From The Leonard Cohen Food Files: Chili Dog Events

I suspect the list of music icons throughout history who favored Chateau La Tour 1982, Lagavulin single malt Scotch, and various cognacs and also enjoyed a well prepared hot dog resolves to one entry; Leonard Cohen. But, at least three Cohencentric posts attest to the Canadian singer-songwriter’s frankfurter fetish.

Today’s offering features an unrequited request for a chili dog. It’s also a pretty good story about an getting an interview with Leonard.

Twenty-five years ago, almost to the day, I sat in the bar of Toronto’s King Edward Hotel asking Leonard Cohen questions about Art and Life, Truth and Beauty, the Sacred and the Profane. A week earlier, in a different establishment across town, I’d been asking him whether he wanted fries or salad with his chili dog. He’d just come down from the mountain — Mount Baldy near LA, that is, where he’d been rigorously observing an ascetic lifestyle in a Zen monastery — and there he was, in my section, ordering a hot dog and Coke. Fortunately, the restaurant happened to be empty apart from Mr. Cohen and his female companion (the distraction of serving my biggest idol might have doomed my other tables). Not so fortunately, as the chef tardily informed me, we’d run out of chili dogs. After working up the courage to break this news — which (must’ve been the Zen thing) he accepted with admirable composure — I worked up the courage to ask him for an interview. I was a 21-year-old waiter and would-be writer working in downtown Toronto (some things, apart from age, don’t seem to change). The woman I was living with, in a dying relationship, was perhaps an even bigger Cohen fan than myself. When she heard that I’d met Leonard and would be interviewing him at the King Eddie, where he was filming I Am a Hotel, and when it was quite clear that I would not be divulging his room number, she threatened to split up with me. It was one of those let-me-get-this-straight moments: if I refused to provide my girlfriend with the directions to another man’s bedroom, I would be history. But such was the allure of Canada’s “melancholy bard of popular music.” (By the way, Suzie, it was Room 327!)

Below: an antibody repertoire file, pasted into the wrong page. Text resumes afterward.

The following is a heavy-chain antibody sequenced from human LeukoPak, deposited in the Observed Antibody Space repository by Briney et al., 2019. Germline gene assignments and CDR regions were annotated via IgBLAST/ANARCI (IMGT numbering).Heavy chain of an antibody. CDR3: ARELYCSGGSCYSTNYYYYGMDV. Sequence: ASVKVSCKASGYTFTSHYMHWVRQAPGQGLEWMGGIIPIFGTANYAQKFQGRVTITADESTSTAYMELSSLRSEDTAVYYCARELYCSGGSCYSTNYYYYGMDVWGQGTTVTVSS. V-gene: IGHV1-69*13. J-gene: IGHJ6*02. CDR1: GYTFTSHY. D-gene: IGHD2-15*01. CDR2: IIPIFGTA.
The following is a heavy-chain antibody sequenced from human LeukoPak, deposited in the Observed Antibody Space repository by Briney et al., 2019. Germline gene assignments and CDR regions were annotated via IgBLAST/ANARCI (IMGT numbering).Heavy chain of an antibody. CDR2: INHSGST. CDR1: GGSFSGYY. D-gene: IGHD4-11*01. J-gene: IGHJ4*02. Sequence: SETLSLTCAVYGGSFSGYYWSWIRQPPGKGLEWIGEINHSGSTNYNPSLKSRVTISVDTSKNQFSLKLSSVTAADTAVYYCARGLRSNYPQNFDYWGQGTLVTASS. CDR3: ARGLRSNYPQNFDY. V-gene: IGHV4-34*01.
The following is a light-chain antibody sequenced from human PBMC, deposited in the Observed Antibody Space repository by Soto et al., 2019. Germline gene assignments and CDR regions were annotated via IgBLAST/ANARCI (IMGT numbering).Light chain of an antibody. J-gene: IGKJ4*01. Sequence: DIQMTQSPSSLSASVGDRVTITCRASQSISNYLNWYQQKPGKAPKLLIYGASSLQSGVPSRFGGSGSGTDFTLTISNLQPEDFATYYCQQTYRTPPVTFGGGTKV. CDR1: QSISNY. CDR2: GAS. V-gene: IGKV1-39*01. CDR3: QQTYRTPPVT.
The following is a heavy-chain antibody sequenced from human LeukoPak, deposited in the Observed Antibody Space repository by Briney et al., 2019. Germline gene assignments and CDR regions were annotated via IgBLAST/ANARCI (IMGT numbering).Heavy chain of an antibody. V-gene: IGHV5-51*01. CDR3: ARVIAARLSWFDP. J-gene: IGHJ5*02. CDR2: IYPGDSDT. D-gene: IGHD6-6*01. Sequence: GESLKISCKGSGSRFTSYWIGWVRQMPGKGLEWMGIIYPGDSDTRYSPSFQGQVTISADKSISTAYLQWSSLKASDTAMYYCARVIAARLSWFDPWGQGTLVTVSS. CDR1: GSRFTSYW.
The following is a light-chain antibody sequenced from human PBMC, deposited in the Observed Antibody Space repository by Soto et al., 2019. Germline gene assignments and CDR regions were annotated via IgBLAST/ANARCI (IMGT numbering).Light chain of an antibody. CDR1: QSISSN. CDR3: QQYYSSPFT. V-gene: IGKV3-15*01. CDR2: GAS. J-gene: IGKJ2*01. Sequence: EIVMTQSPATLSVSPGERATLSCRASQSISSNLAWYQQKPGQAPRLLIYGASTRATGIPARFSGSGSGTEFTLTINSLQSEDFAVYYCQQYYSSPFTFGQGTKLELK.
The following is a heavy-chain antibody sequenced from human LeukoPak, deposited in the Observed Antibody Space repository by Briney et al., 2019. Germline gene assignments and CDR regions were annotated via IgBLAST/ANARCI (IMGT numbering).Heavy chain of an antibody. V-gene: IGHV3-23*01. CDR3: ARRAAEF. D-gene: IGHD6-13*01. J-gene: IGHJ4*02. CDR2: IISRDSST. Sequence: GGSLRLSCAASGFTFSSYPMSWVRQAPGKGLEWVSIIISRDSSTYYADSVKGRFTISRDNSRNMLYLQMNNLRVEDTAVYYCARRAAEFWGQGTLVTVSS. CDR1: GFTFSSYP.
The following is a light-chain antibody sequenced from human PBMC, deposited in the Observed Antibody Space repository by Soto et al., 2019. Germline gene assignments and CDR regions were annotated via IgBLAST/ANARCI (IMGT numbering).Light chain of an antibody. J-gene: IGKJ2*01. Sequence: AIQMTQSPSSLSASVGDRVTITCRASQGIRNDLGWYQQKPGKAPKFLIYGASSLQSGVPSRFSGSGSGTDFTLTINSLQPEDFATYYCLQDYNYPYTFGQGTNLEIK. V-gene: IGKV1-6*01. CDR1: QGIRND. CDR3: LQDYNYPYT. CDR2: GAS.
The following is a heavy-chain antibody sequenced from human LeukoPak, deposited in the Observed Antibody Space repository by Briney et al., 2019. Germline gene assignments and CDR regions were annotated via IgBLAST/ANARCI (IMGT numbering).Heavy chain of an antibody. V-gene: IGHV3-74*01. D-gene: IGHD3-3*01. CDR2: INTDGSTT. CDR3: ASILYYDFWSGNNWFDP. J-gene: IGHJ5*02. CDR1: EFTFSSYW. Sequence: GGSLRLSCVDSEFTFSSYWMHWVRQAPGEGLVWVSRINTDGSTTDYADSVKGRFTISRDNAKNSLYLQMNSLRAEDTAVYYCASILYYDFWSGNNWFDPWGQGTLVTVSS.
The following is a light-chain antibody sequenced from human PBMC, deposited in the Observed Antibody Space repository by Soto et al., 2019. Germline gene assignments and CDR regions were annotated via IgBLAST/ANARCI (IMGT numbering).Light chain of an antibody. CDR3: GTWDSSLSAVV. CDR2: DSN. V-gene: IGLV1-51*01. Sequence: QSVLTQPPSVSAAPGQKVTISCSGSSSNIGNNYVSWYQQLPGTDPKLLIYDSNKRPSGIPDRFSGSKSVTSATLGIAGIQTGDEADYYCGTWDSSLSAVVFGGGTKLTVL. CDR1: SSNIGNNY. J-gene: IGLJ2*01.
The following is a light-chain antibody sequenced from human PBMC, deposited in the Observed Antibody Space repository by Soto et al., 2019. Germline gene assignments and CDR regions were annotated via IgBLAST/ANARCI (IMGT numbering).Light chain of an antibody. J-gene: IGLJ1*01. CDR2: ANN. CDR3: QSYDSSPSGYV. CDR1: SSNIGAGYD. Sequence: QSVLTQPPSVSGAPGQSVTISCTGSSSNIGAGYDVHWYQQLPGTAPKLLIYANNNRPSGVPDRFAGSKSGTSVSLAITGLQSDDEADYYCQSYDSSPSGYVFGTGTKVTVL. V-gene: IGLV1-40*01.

From Encountering Cohen: A Reminiscence On The Eve Of A New World Tour by Steve Venright. Mondo Magazine: August 15, 2008 (original interview date May 1983).

Credit Due Department: Photo by bryan… from Taipei, Taiwan – 起士熱狗堡, 皇后美食館, Queens Cuisine, 台北, CC BY-SA 2.0, Wikimedia Commons.